A recent call made by 26 senators to keep the Defense Department’s contract spending in check has prompted the Professional Services Council trade association to ”correct the record.”
Several Defense Department policies and spending cuts over the last few years have affected contractors, including a provision in the 2012 National Defense Authorization Act capping Defense Department spending on services for fiscal years 2012 and 2013 at the level of the president’s 2010 budget request, PSC President Stan Soloway said in an April 30 letter to Sens. Sherrod Brown and Kirsten Gillibrand.
Brown and Gillibrand led 24 other senators on an April 25 letter to Defense Secretary Leon Panetta which urged him to carefully consider the workforce mix and to use civilian personnel where possible instead of awarding contracts.
“We understand that the defense budget must be adjusted to take into account new national security risks and budgetary realities. However, we are concerned that while the size of the civilian workforce is proposed to be cut back to FY 2010 levels, no comparable constraints were imposed on workforce hired through contractors,” the senators wrote. “We are concerned that this would incentivize managers to use contracting firms rather than civilian employees even when the latter costs less.”
PSC refuted the senators’ claim that federal employees cost less — a point that has been studied by several groups but has not yet resulted in a clear answer. But Soloway agreed with the senators in their support for allowing agencies the flexibility to manage their personnel as strategically as possible.
“In some functional areas, the government has a clear need to enhance its workforce capacity and capabilities,” he wrote. ”Likewise, it may well be necessary to increase contractor support for the mission-critical, high-end skills that the government does not compete well for in the broader human capital marketplace. Unfortunately, your letter does not recognize this balance.”
The Air Force yesterday said it will fully lift its four-month-old hiring freeze on Thursday, and is planning a second round of buyouts and early outs in January to further cut staffing levels.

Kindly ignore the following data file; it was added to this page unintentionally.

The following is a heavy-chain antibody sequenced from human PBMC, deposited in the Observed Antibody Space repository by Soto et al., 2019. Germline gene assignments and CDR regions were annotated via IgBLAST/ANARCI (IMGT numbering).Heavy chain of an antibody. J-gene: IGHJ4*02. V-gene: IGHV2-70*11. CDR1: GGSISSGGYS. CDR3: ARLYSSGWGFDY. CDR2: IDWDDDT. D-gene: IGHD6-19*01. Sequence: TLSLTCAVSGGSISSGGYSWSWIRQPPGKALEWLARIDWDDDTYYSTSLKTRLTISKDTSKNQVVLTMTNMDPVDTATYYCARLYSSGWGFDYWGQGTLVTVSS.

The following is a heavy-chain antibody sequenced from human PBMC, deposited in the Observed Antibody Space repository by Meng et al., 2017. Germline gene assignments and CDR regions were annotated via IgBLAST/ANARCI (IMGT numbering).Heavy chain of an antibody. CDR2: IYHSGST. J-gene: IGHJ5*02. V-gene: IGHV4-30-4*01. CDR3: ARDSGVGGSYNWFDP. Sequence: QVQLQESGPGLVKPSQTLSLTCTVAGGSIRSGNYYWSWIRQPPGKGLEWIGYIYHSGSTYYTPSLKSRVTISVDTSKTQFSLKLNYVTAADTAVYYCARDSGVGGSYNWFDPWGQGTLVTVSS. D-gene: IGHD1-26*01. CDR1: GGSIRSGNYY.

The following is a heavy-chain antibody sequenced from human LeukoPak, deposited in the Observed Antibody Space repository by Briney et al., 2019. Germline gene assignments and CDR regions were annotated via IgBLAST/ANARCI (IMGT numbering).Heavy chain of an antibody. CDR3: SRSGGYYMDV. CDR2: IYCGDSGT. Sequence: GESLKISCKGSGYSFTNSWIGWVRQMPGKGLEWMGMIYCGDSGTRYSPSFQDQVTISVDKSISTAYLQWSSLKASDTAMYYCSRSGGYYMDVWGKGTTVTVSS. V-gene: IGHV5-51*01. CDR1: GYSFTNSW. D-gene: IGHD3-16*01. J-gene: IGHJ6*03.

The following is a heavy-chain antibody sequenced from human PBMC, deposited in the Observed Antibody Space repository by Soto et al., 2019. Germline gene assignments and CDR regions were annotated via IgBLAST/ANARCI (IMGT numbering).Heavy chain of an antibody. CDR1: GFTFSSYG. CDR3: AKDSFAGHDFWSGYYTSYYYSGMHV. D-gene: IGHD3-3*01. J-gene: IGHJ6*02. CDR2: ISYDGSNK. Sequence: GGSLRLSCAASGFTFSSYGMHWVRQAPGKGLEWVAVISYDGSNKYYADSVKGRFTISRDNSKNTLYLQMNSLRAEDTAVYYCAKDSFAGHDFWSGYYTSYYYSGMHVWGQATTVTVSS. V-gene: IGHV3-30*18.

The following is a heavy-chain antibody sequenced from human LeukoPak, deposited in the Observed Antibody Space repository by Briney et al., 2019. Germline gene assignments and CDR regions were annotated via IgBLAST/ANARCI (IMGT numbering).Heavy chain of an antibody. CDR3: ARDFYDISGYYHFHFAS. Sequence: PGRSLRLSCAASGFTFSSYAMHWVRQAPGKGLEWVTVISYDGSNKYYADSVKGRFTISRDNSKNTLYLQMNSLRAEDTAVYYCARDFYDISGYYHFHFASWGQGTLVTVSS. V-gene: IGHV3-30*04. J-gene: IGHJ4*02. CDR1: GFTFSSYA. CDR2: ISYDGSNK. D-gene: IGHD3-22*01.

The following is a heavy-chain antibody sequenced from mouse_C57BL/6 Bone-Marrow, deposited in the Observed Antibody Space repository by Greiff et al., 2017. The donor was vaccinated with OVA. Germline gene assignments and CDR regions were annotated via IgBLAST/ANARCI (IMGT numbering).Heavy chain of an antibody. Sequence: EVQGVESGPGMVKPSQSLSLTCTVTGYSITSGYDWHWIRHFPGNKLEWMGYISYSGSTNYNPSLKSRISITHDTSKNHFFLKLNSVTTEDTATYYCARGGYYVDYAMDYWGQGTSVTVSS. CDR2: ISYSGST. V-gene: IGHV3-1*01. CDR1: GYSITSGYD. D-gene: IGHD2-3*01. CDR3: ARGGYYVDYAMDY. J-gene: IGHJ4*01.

The hiring freeze, which was imposed in August and was originally supposed to only last three months, helped the Air Force cut nearly 9,000 civilian positions. But it still has to cut another 4,500 to reach its goal of reducing its civilian workforce by 13,500.
“We have made significant progress in reducing manning levels through various programs,” Michelle LoweSolis, civilian force integration director for the Air Force Personnel Center, said Dec. 13. “But in some areas we are still short of the goal, so the freeze was extended in those targeted areas to help us work toward that end.”
The Air Force said many of the positions marked for elimination were already vacant, and the hiring freeze produced more vacant positions. It has also offered buyouts and early outs to up to 4,000 employees to get them off the rolls by Dec. 31.
The Air Force said it hasn’t yet decided who will be able to apply for the next buyouts and early outs.
“There are many moving parts involved in this effort, and we are all working to ensure employees whose positions have been targeted for elimination are quickly placed in positions vacated by those who accepted [early outs] and/or [buyouts],” LoweSolis said.